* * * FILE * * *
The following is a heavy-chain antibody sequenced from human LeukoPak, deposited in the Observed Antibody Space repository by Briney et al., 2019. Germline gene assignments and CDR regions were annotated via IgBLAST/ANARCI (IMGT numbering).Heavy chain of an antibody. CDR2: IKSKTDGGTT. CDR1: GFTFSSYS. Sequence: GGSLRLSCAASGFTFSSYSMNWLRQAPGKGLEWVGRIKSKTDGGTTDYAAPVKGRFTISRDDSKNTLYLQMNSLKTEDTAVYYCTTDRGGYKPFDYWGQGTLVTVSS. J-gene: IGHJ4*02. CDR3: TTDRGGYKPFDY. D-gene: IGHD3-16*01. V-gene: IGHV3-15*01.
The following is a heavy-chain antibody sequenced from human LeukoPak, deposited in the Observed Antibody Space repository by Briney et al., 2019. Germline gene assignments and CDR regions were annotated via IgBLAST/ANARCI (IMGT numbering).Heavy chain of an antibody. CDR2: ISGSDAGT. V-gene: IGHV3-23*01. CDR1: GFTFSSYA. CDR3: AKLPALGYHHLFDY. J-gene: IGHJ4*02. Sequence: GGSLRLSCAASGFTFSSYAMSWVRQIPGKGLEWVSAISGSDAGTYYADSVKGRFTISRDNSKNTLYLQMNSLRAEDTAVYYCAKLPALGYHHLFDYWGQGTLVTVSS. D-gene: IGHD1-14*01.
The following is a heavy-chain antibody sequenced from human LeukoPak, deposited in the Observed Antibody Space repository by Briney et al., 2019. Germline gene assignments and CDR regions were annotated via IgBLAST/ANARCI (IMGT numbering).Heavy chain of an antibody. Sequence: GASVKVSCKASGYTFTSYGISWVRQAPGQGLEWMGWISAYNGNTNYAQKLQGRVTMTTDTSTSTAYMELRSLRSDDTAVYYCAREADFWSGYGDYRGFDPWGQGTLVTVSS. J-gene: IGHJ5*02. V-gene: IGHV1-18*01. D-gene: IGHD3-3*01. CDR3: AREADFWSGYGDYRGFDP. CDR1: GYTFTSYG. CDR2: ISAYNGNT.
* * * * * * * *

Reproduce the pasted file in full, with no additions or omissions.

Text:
The following is a heavy-chain antibody sequenced from human LeukoPak, deposited in the Observed Antibody Space repository by Briney et al., 2019. Germline gene assignments and CDR regions were annotated via IgBLAST/ANARCI (IMGT numbering).Heavy chain of an antibody. CDR2: IKSKTDGGTT. CDR1: GFTFSSYS. Sequence: GGSLRLSCAASGFTFSSYSMNWLRQAPGKGLEWVGRIKSKTDGGTTDYAAPVKGRFTISRDDSKNTLYLQMNSLKTEDTAVYYCTTDRGGYKPFDYWGQGTLVTVSS. J-gene: IGHJ4*02. CDR3: TTDRGGYKPFDY. D-gene: IGHD3-16*01. V-gene: IGHV3-15*01.
The following is a heavy-chain antibody sequenced from human LeukoPak, deposited in the Observed Antibody Space repository by Briney et al., 2019. Germline gene assignments and CDR regions were annotated via IgBLAST/ANARCI (IMGT numbering).Heavy chain of an antibody. CDR2: ISGSDAGT. V-gene: IGHV3-23*01. CDR1: GFTFSSYA. CDR3: AKLPALGYHHLFDY. J-gene: IGHJ4*02. Sequence: GGSLRLSCAASGFTFSSYAMSWVRQIPGKGLEWVSAISGSDAGTYYADSVKGRFTISRDNSKNTLYLQMNSLRAEDTAVYYCAKLPALGYHHLFDYWGQGTLVTVSS. D-gene: IGHD1-14*01.
The following is a heavy-chain antibody sequenced from human LeukoPak, deposited in the Observed Antibody Space repository by Briney et al., 2019. Germline gene assignments and CDR regions were annotated via IgBLAST/ANARCI (IMGT numbering).Heavy chain of an antibody. Sequence: GASVKVSCKASGYTFTSYGISWVRQAPGQGLEWMGWISAYNGNTNYAQKLQGRVTMTTDTSTSTAYMELRSLRSDDTAVYYCAREADFWSGYGDYRGFDPWGQGTLVTVSS. J-gene: IGHJ5*02. V-gene: IGHV1-18*01. D-gene: IGHD3-3*01. CDR3: AREADFWSGYGDYRGFDP. CDR1: GYTFTSYG. CDR2: ISAYNGNT.